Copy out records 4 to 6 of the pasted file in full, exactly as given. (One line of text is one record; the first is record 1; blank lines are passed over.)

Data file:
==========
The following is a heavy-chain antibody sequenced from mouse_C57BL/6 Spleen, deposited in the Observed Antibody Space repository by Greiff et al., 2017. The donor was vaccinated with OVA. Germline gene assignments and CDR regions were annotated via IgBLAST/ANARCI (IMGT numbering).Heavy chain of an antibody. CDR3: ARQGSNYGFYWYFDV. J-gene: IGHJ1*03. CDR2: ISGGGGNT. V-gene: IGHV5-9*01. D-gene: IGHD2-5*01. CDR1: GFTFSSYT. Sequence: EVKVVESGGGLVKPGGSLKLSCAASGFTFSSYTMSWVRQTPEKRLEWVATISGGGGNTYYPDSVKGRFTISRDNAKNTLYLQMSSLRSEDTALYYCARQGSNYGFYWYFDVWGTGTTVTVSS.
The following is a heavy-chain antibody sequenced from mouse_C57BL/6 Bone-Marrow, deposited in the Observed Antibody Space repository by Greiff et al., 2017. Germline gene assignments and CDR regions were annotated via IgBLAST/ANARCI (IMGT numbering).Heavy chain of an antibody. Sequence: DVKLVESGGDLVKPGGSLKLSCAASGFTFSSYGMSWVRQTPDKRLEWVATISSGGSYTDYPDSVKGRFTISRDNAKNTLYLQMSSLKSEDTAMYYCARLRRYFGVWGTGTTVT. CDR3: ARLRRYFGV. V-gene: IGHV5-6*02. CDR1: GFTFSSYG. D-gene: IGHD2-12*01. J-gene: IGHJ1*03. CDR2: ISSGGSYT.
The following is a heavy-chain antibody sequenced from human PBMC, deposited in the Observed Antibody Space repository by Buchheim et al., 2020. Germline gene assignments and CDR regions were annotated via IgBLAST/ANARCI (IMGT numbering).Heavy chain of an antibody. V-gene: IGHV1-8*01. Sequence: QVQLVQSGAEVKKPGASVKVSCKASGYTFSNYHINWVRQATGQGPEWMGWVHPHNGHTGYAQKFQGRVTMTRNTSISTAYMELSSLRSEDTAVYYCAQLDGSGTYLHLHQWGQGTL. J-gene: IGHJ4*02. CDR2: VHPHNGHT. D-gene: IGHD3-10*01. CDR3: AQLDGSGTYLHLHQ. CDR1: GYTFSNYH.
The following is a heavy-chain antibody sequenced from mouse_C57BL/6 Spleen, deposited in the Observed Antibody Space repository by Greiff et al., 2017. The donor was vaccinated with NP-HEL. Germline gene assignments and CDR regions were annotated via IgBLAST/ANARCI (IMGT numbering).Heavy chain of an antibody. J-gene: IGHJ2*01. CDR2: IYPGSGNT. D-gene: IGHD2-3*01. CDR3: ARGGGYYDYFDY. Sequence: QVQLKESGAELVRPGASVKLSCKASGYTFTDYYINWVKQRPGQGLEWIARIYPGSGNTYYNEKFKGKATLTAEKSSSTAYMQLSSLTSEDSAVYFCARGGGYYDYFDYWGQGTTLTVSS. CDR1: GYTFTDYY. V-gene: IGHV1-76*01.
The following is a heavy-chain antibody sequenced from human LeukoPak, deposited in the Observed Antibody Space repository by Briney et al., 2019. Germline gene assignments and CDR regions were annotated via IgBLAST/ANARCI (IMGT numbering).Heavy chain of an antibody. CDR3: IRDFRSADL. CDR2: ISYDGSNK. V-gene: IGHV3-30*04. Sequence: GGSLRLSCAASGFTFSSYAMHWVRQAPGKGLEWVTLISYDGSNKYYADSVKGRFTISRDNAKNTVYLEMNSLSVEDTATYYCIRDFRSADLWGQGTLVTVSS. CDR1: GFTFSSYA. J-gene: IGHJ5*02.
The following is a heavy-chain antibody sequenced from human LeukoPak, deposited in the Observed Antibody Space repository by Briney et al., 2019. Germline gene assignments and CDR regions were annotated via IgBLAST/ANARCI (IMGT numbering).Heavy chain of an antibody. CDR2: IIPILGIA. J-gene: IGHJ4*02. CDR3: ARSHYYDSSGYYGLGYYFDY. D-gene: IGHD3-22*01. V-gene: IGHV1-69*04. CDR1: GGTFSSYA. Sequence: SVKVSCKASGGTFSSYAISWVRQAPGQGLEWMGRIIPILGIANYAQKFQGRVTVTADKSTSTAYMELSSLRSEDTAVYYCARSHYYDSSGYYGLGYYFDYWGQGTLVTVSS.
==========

The following is a heavy-chain antibody sequenced from mouse_C57BL/6 Spleen, deposited in the Observed Antibody Space repository by Greiff et al., 2017. The donor was vaccinated with NP-HEL. Germline gene assignments and CDR regions were annotated via IgBLAST/ANARCI (IMGT numbering).Heavy chain of an antibody. J-gene: IGHJ2*01. CDR2: IYPGSGNT. D-gene: IGHD2-3*01. CDR3: ARGGGYYDYFDY. Sequence: QVQLKESGAELVRPGASVKLSCKASGYTFTDYYINWVKQRPGQGLEWIARIYPGSGNTYYNEKFKGKATLTAEKSSSTAYMQLSSLTSEDSAVYFCARGGGYYDYFDYWGQGTTLTVSS. CDR1: GYTFTDYY. V-gene: IGHV1-76*01.
The following is a heavy-chain antibody sequenced from human LeukoPak, deposited in the Observed Antibody Space repository by Briney et al., 2019. Germline gene assignments and CDR regions were annotated via IgBLAST/ANARCI (IMGT numbering).Heavy chain of an antibody. CDR3: IRDFRSADL. CDR2: ISYDGSNK. V-gene: IGHV3-30*04. Sequence: GGSLRLSCAASGFTFSSYAMHWVRQAPGKGLEWVTLISYDGSNKYYADSVKGRFTISRDNAKNTVYLEMNSLSVEDTATYYCIRDFRSADLWGQGTLVTVSS. CDR1: GFTFSSYA. J-gene: IGHJ5*02.
The following is a heavy-chain antibody sequenced from human LeukoPak, deposited in the Observed Antibody Space repository by Briney et al., 2019. Germline gene assignments and CDR regions were annotated via IgBLAST/ANARCI (IMGT numbering).Heavy chain of an antibody. CDR2: IIPILGIA. J-gene: IGHJ4*02. CDR3: ARSHYYDSSGYYGLGYYFDY. D-gene: IGHD3-22*01. V-gene: IGHV1-69*04. CDR1: GGTFSSYA. Sequence: SVKVSCKASGGTFSSYAISWVRQAPGQGLEWMGRIIPILGIANYAQKFQGRVTVTADKSTSTAYMELSSLRSEDTAVYYCARSHYYDSSGYYGLGYYFDYWGQGTLVTVSS.